"Despite growth that outpaced much of the European region over recent years, workers are sharing less in the benefits of growth: although median income remains relatively high, inequality is on the rise. Perhaps more disconcerting is that many of Germany's present economic strengths might not be sufficient to support broad based living standards in the future. What would more inclusive growth require? Two mutually reinforcing features related to a lack of dynamism are holding back Germany's economy: comparatively little new business creation, and a low participation of women in the workforce. These are indicative of a lack of the innovation and dynamism that Germany will need to maintain high and broad based living standards. The time and cost to start a business is relatively onerous in Germany compared with other advanced economies. It is perhaps not surprising, therefore, that Germany ranks a low 25th out of 29 advanced economies for new business creation. Overall, Germany ranks 14th for small business ownership, trailing well behind the United States, the leader in this category. It is true that Germany benefits from a relatively low unemployment. But this is matched by a low labor force participation rate (ranked 20th out of 30), which means there are fewer people in the labor market to begin with. This is attributable to a number of issues, not least of which is the low participation of women in workforce. From a policy perspective, women's participation is hindered by a lack of affordable childcare, which makes it hard for many women to juggle work and parenthood. In addition, the educational system delivers good vocational training, but this is accompanied by inequalities of outcomes within the educational system, with students from lower income backgrounds performing measurably worse in reading and math scores, hindering social mobility. This is robbing Germany of much talent that could make it more dynamic..." More

On Wednesday, Destatis, the federal statistics office, reported that households in Germany spent an average €845 per month, or more than one third (35%) of their consumption budget, for housing, energy and maintenance of the dwelling in 2013. Based on figures from the sample survey of income and expenditure, the Federal Statistical Office (Destatis) reports that this was the largest part of private consumption expenditure. Every month households spent an average €2,448 for consumption purposes in 2013. The expenditure level of households in eastern Germany (2,048 euros per month on average) was at 80% of the level in western Germany (€2,556).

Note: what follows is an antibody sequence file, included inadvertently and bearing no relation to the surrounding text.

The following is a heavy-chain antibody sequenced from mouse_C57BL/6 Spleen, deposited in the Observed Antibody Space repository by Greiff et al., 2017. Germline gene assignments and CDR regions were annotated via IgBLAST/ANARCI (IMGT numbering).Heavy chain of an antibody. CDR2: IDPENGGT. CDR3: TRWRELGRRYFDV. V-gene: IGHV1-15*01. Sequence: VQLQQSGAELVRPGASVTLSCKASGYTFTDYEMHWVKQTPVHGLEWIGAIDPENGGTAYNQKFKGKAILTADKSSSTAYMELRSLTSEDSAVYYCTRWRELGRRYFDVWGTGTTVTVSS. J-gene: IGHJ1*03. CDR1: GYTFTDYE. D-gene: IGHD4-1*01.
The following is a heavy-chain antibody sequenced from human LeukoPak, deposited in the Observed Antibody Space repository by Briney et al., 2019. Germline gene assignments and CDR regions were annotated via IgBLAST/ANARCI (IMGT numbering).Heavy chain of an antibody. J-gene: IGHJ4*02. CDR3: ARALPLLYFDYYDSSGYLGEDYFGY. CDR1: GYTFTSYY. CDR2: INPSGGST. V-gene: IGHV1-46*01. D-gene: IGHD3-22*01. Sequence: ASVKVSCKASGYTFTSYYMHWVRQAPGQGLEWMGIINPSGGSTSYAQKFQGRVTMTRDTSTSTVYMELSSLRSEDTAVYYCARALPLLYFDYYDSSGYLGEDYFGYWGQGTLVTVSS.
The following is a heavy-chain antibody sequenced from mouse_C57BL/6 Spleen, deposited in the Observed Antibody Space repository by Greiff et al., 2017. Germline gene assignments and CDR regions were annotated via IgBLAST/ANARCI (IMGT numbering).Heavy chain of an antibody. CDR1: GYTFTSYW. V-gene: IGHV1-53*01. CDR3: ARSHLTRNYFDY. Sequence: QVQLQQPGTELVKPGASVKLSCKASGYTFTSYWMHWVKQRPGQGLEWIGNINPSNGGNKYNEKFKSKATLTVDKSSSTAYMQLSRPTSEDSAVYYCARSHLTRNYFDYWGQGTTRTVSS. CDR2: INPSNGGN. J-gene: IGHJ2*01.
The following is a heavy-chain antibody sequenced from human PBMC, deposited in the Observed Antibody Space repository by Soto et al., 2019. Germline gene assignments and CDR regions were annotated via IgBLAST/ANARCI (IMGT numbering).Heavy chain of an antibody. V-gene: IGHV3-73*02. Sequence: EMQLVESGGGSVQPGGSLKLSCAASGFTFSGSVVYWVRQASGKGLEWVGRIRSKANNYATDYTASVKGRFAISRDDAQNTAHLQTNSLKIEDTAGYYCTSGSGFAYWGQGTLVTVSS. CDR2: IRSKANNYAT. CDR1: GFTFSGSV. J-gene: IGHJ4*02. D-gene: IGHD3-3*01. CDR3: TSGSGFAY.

*In 1685 Louis XIV, the Sun King who built the Palace of Versailles, revoked the Edict of Nantes, which had protected French Protestants — the Huguenots. The edict signed by Henri IV of France at Nantes in 1598 had been a momentous declaration of religious tolerance and later following years of persecution under Louis XIV, estimates of the numbers that choose exile after 1685 in Switzerland, England, the Dutch Republic, Prussia, Ireland (a Huguenot cemetery dating from 1693 is located near the Shelbourne Hotel in central Dublin) and other countries range from 200,000 to up to 1m.

The exile of the Huguenots was likely the greatest migration in a short time of significant intellectual capital in Europe until the early 1990s when about 1m mainly educated Jews emigrated to Israel after the collapse of the Soviet Union — enabling Israel to have the intellectual power to successfully clone Silicon Valley.

In largely agricultural France, the Huguenots came from towns where they were skilled craftsmen and professionals involved in a wide range of skills.